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Published in Print: September 9, 1998, as New Year Shaping Up as Pivotal for Vouchers

New Year Shaping Up as Pivotal for Vouchers

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From the classroom to the courtroom, school vouchers face their biggest tests yet in the new school year.

In Cleveland and Milwaukee, programs that pay for low-income students to attend private schools are up and running as a host of legal challenges move forward. Smaller voucher programs are being debated in Vermont and Pennsylvania.

Six thousand low-income children are attending 86 private schools in Milwaukee this fall at state expense, many of them in religious schools for the first time after a landmark ruling by the state supreme court last spring.

Meanwhile, opponents of the expanded Milwaukee Parental Choice Program filed papers last week asking the U.S. Supreme Court to strike down the use of vouchers at religious schools.

"The state of Wisconsin will divert millions of tax dollars each school year from state aid that otherwise would be provided to the Milwaukee public schools," argues the appeal filed Aug. 31 by a coalition that includes teachers' unions, the American Civil Liberties Union, and People for the American Way. That figure--as much as $70 million during the 1998-99 school year alone--would instead be used "to pay for up to 15,000 students to attend private schools, the overwhelming majority of which are pervasively sectarian," the appeal says.

The high court is likely to decide this fall whether to review the decision of the Wisconsin Supreme Court, which held that the inclusion of religious schools in the voucher program did not violate the U.S. Constitution's prohibition against government establishment of religion.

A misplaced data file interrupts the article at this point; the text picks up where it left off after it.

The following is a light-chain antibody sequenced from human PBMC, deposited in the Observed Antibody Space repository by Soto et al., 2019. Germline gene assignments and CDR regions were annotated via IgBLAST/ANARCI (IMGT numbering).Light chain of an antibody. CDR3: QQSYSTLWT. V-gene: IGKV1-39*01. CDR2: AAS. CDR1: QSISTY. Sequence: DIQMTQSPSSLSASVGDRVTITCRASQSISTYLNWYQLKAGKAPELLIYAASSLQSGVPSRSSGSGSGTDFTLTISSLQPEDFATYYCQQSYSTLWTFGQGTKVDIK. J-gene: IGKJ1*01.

If the justices take the case, they could rule on the Milwaukee program before their new term ends next June.

Cleveland Case

In Cleveland, nearly 4,000 low-income children are entering the third year of a state-enacted voucher program that provides private school tuition aid of about $2,500 per child this year.

Voucher applications in Cleveland have actually been on the decline since the program's inception in 1996, a trend that administrators attribute to improvements in the Cleveland public schools.

The program remains under a legal cloud. A state appeals court in Columbus ruled last year that it violates federal and state constitutional prohibitions against government aid to religion. Most of the participating private schools are religiously affiliated.

The Ohio Supreme Court has allowed the program to continue while it reviews the case. Arguments are scheduled for Sept. 28, and a ruling could be several months away.

Several smaller voucher proposals are also making their way through the courts. The Vermont Supreme Court is expected to rule soon on the town of Chittenden's efforts to allow high school students to use vouchers to attend religious schools. The town, like many in the state with no high schools of their own, pays tuition for its students at private nonsectarian schools or public schools in other communities.